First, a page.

I'm not going to go into great detail about what we are doing yet, as a lot is in flux and it's not appropriate for me to be shouting about things that as yet may or may not be in the game, but we have been discussing a few tweaks and I have been trying out some of them with my playtest groups.
The prototype is still looking pretty scruffy, but there are plans forming to make something really nice.
The main intent is to add some more variability into the game, with more variety of merchant ships that can be captured as prizes as well as other things that can be found while hunting for booty, and a new mechanism allowing pirates to gain upgrades to give them additional capabilities.  It is interesting that I spent most of the six months leading up to successfully pitching the game pulling mechanics out and generally simplifying, but now we are adding a little complexity back in. Only a little, mind you, and all the new stuff is modular, so can actually be ignored safely for a lighter game.

This is the first time I have been through a process like this, with me doing development under the guidance of a third party, and I'm enjoying it so far, even though it is pulling my attention away from some other projects I would like to concentrate on.  Still, there is an end to the process, probably in a few more months or so, after which it will be mostly out of my hands and I'm really looking forward to seeing how the box ends up.

A small aside to finish off with: last week I received my Kickstarter copy of Ragusa, the new game by Fabio Lopiano (designer of the excellent Calimala), from Brain Crack Games. They've done a cracking job of making a great game (if you like mid-weight Euro games, watch out for more games from Fabio in the next few years -- he's very good at them) into a beautiful product, so I'm even happier working with them for one of my games.



I've done very little work over the last year on Invaded, my game about being on the receiving end of a colonial invasion, but that doesn't mean that I have stopped thinking about it.  By May/June last year I think I was hitting a bit of a wall with it  -- for the previous year or so it had been a major focus of effort for me, and maybe I was burning out with it a bit.  Having a project staying on the shelf for a while is not a bad thing, though, as sometimes it means I can detach myself from the details and come back with a fresh perspective.  That worked with Scurvy Crew, and I feel it is about time to take another look at Invaded.

This is another "not actually done anything" post, like my recent one about puffins wearing hats.  I feel I need to make sure I don't fall into the trap of constantly writing about things I am planning to do rather than actually doing anything but, conversely, writing things down and sharing them can sometimes help keep me moving forward. I hope you will bear with me.

In case you aren't familiar with Invaded, the outline is that you are a tribe in a relatively peaceful land that has just been invaded by a powerful (non-player) colonial force that wants your land and your resources. It's a competitive game where you win by surviving the invasion the "best", though there are opportunities to change the way you score along the way, and as a result, strategies could involve trying to run and hide, collaborating, or fighting back. The actions of the colonial power are decided by the players by playing colonial activity cards: when it is your turn you take one action for your tribe, and one on behalf of the colonial power, and those actions generally tend to make the invaders expand their base, build forts, and attack the native tribes.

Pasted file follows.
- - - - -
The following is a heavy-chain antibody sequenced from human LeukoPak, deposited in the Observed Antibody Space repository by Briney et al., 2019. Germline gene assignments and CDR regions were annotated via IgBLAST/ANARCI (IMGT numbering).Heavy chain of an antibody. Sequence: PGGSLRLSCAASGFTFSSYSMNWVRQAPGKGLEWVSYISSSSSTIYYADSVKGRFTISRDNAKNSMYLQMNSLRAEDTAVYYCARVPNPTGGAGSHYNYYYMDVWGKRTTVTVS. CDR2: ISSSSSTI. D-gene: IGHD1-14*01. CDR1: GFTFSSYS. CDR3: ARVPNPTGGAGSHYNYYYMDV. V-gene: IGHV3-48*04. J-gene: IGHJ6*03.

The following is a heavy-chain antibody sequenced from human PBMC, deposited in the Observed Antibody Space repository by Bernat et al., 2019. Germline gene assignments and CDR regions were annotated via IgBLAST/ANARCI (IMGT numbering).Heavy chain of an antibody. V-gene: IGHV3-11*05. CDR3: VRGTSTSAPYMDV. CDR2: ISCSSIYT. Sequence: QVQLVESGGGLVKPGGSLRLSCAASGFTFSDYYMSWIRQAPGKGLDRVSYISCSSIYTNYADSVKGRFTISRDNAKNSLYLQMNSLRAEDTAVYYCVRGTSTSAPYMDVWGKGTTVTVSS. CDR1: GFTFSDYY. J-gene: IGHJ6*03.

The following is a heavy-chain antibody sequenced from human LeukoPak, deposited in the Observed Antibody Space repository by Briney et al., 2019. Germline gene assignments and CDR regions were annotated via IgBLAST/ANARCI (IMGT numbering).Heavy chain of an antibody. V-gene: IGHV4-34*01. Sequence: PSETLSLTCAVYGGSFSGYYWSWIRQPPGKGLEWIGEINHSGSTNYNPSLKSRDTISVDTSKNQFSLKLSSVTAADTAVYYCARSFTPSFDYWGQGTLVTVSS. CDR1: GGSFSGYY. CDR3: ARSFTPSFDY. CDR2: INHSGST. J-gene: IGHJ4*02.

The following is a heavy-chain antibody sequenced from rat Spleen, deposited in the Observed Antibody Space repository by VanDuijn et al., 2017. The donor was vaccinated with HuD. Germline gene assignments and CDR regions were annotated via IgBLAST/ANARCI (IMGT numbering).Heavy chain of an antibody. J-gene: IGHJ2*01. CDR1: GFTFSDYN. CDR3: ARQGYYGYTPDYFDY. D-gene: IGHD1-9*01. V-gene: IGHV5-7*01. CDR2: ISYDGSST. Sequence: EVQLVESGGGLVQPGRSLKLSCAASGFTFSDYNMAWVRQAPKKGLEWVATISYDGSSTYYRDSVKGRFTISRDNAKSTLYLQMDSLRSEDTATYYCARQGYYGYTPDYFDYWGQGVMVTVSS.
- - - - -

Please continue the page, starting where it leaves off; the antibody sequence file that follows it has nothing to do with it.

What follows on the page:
This is how Invaded looked in its very first playable version.
It has come a long way since then.
Anyhoo...  With some distance from my last substantive change, it is clear that there are several structural issues with the game that I had been trying to avoid thinking about too hard, including...
  • The game has a lengthy player reference sheet that is largely reminding players of the actions available to them, and players usually initially spend a lot of time referring to this. Actually there are two sheets: the second is an icon reference.  Complex (or, at least, lengthy) reference materials may be an indicator of problems in the understandability of a game that is, or should be, relatively straightforward to play.
  • The central "aggression" tracking board is a bit of a kludge, and several aspects of the game require cross-referencing with this board to see how those other elements behave. For instance, the colonial activity cards have different options based on the aggression level of the invaders, and it is easy to make mistakes with this.
  • The fact that players make a move using a card and a move from a menu of options using pieces on the board feels like there are different mechanisms for different parts of what they do on their turn. Which there are. The different mechanisms, while arguably justified, do add a cognitive load on the players and leads to questions.
I have been pondering this all and am now starting to think that I may be ready to make some serious changes. I have a few notes, but basically I need to find some time to knuckle down and retool the entire game with the biggest change in components for a very long time.  It's worth a try and if it doesn't work out, I will be able to roll back, so it's just time (and a load of toner and some cardstock) at risk here.  A quick outline of what I am planning to do: